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I'm reading this paper. In this paper on page 286 they say they use cubic spline interpolation to ensure the existence of continuous first-order differential and second-order differentials.

I'm currently trying to do this in python. From this sentence I deduce they want to make sure the first and second order derivative of the splines which are next to each other, are the same. My question is now, how can I do this with scipy ? I found this:

Where there is a parameter der (The order of derivative of the spline to compute) . Is this the parameter which as to be 2 then ?

*A follow-up questio*n regarding this, they use the first-order differential points later on. Can I assume these are just the first-order derivates of each splines ? How is it possible to get these ?

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up vote 3 down vote accepted

Splines computed by scipy.interpolate that are of order k have continuous 1 ... k-1:th derivatives. For your case order k=3 would have continuous first and second derivative. You can check that this is true yourself via numerical differentiation of the spline:

import numpy as np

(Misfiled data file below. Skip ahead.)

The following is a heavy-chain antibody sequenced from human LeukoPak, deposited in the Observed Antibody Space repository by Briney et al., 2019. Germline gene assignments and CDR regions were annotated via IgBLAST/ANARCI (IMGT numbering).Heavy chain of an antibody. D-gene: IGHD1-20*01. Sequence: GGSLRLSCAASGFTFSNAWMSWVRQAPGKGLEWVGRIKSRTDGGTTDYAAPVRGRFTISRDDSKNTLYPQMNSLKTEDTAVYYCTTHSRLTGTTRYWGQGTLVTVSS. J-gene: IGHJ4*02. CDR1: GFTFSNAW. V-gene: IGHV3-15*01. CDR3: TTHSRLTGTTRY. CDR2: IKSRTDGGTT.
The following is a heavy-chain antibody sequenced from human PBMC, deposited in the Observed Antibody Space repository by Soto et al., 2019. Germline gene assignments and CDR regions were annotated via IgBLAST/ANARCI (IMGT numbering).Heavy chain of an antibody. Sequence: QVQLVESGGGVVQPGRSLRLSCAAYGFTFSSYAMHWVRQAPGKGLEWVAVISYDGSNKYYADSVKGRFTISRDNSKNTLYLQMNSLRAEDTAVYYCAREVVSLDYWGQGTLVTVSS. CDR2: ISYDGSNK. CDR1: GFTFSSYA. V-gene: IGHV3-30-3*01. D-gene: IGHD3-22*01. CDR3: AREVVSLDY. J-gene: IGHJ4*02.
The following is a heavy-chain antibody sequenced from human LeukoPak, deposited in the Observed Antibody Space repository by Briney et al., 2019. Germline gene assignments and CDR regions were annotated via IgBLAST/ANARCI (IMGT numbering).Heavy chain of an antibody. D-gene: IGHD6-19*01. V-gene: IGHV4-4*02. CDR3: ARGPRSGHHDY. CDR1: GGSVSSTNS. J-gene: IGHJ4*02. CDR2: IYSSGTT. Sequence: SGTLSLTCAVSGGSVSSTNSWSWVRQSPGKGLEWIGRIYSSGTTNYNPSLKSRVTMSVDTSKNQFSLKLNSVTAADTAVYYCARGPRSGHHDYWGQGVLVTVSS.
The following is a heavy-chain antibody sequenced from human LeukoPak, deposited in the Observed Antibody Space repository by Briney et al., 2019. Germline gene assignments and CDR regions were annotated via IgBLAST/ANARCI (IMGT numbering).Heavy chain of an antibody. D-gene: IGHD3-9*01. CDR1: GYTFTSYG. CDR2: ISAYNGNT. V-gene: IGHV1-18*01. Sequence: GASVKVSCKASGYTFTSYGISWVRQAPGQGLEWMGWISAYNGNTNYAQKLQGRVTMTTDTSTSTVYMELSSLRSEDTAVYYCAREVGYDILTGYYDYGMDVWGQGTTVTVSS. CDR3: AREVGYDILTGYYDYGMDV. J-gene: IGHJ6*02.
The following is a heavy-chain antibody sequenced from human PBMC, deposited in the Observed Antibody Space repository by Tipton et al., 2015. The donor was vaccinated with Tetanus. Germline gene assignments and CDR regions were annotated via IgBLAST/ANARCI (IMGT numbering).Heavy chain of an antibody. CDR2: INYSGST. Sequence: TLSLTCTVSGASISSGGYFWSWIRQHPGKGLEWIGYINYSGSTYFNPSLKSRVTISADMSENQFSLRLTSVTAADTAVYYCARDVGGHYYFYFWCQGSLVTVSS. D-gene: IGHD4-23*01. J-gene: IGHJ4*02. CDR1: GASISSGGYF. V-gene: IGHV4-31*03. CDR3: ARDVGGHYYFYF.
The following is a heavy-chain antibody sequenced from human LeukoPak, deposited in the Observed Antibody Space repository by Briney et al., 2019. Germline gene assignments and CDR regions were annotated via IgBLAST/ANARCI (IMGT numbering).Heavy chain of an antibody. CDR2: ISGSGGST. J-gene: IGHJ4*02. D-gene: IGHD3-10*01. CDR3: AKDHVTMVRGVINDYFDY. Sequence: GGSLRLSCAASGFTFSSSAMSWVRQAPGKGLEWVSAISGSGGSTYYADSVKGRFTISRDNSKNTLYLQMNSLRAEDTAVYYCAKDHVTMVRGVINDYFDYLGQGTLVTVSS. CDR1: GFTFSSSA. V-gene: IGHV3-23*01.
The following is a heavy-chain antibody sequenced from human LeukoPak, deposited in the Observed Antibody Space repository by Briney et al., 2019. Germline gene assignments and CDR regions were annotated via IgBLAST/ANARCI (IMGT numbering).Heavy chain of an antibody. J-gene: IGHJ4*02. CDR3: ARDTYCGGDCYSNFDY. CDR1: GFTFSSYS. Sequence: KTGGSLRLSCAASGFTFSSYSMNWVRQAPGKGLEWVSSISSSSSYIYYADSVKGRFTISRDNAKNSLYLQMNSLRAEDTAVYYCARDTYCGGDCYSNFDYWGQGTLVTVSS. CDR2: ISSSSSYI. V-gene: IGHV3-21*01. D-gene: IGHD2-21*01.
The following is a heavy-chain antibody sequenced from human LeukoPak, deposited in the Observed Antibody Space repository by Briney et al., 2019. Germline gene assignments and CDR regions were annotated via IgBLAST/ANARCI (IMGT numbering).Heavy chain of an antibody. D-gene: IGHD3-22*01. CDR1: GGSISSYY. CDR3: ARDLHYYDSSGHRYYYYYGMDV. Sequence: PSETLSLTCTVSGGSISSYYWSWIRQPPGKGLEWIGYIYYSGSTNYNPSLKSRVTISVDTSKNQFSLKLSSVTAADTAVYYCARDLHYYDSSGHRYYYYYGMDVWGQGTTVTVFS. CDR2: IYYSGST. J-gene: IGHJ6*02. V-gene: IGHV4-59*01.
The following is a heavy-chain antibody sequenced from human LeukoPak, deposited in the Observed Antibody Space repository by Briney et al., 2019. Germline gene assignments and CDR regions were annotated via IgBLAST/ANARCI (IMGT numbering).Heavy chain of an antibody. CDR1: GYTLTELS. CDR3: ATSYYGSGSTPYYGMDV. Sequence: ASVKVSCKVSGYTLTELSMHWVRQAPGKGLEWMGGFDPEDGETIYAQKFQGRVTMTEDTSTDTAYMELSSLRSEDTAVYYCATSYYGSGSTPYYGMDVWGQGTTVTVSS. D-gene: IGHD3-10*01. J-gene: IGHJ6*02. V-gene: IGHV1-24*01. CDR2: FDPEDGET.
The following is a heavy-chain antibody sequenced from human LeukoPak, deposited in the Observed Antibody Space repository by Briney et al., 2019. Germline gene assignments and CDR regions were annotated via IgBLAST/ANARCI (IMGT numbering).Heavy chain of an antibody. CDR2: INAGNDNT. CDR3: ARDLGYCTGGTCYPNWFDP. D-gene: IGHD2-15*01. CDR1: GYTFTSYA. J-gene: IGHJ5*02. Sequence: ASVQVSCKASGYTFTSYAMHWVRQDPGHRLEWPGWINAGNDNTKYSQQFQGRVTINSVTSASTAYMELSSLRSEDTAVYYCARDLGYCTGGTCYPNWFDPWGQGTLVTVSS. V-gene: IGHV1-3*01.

from scipy import interpolate
import matplotlib.pyplot as plt
x = np.linspace(0, 10, 100)
y = np.sin(x)
spl = interpolate.splrep(x, y, k=3)
xx = np.linspace(0, 10, 100000)
yy = interpolate.splev(xx, spl)
d1 = np.diff(yy) / np.diff(xx)
d2 = np.diff(d1) / np.diff(xx[1:])
d3 = np.diff(d2) / np.diff(xx[1:-1])
plt.plot(xx[1:], d1)
plt.title('first derivative')
plt.plot(xx[1:-1], d2)
plt.title('second derivative')
plt.plot(xx[2:-1], d3)
plt.title('third derivative')

The third derivative is the first one showing discontinuities.

Taking the second derivative can indeed be done directly via splev(..., der=2).

(Without reading the paper, I can't comment on your second question.)

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the paper: :) , page 286 in the second half. – Ojtwist Apr 11 '13 at 10:06

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